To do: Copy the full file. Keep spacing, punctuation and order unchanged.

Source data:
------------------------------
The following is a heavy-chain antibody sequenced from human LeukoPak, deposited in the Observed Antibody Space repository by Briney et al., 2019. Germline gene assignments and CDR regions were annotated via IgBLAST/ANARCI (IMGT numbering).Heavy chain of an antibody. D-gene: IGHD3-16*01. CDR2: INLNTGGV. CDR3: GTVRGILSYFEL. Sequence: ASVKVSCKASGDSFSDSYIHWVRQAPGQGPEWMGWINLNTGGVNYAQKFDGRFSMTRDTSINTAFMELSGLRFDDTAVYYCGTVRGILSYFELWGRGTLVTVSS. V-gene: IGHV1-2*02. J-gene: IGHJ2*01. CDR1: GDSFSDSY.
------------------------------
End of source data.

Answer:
The following is a heavy-chain antibody sequenced from human LeukoPak, deposited in the Observed Antibody Space repository by Briney et al., 2019. Germline gene assignments and CDR regions were annotated via IgBLAST/ANARCI (IMGT numbering).Heavy chain of an antibody. D-gene: IGHD3-16*01. CDR2: INLNTGGV. CDR3: GTVRGILSYFEL. Sequence: ASVKVSCKASGDSFSDSYIHWVRQAPGQGPEWMGWINLNTGGVNYAQKFDGRFSMTRDTSINTAFMELSGLRFDDTAVYYCGTVRGILSYFELWGRGTLVTVSS. V-gene: IGHV1-2*02. J-gene: IGHJ2*01. CDR1: GDSFSDSY.